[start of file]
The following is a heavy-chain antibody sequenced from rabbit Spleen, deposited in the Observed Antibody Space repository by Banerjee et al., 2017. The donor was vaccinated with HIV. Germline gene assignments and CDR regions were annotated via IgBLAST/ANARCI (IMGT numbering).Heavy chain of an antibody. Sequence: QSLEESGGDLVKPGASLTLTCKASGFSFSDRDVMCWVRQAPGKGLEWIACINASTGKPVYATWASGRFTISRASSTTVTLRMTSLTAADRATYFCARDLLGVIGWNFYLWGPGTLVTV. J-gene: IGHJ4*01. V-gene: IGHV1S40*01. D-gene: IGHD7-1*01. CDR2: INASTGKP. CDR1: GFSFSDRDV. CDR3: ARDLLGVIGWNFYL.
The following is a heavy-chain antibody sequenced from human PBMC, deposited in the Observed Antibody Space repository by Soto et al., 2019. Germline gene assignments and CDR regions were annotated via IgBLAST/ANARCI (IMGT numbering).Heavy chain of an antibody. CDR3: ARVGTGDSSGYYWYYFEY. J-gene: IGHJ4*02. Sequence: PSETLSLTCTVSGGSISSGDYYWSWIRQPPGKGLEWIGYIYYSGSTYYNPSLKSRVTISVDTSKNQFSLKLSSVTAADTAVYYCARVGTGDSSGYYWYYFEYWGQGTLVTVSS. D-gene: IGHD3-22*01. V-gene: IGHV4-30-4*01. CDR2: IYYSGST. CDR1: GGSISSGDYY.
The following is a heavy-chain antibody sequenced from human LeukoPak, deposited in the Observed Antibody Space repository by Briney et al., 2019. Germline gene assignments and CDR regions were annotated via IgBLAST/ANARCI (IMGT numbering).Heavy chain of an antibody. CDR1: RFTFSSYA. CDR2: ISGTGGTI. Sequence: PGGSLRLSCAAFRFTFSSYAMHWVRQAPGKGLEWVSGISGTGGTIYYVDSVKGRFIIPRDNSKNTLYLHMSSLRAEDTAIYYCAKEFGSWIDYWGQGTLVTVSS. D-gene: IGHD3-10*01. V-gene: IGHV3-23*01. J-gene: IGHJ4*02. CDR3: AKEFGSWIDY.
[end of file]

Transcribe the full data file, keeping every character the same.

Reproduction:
The following is a heavy-chain antibody sequenced from rabbit Spleen, deposited in the Observed Antibody Space repository by Banerjee et al., 2017. The donor was vaccinated with HIV. Germline gene assignments and CDR regions were annotated via IgBLAST/ANARCI (IMGT numbering).Heavy chain of an antibody. Sequence: QSLEESGGDLVKPGASLTLTCKASGFSFSDRDVMCWVRQAPGKGLEWIACINASTGKPVYATWASGRFTISRASSTTVTLRMTSLTAADRATYFCARDLLGVIGWNFYLWGPGTLVTV. J-gene: IGHJ4*01. V-gene: IGHV1S40*01. D-gene: IGHD7-1*01. CDR2: INASTGKP. CDR1: GFSFSDRDV. CDR3: ARDLLGVIGWNFYL.
The following is a heavy-chain antibody sequenced from human PBMC, deposited in the Observed Antibody Space repository by Soto et al., 2019. Germline gene assignments and CDR regions were annotated via IgBLAST/ANARCI (IMGT numbering).Heavy chain of an antibody. CDR3: ARVGTGDSSGYYWYYFEY. J-gene: IGHJ4*02. Sequence: PSETLSLTCTVSGGSISSGDYYWSWIRQPPGKGLEWIGYIYYSGSTYYNPSLKSRVTISVDTSKNQFSLKLSSVTAADTAVYYCARVGTGDSSGYYWYYFEYWGQGTLVTVSS. D-gene: IGHD3-22*01. V-gene: IGHV4-30-4*01. CDR2: IYYSGST. CDR1: GGSISSGDYY.
The following is a heavy-chain antibody sequenced from human LeukoPak, deposited in the Observed Antibody Space repository by Briney et al., 2019. Germline gene assignments and CDR regions were annotated via IgBLAST/ANARCI (IMGT numbering).Heavy chain of an antibody. CDR1: RFTFSSYA. CDR2: ISGTGGTI. Sequence: PGGSLRLSCAAFRFTFSSYAMHWVRQAPGKGLEWVSGISGTGGTIYYVDSVKGRFIIPRDNSKNTLYLHMSSLRAEDTAIYYCAKEFGSWIDYWGQGTLVTVSS. D-gene: IGHD3-10*01. V-gene: IGHV3-23*01. J-gene: IGHJ4*02. CDR3: AKEFGSWIDY.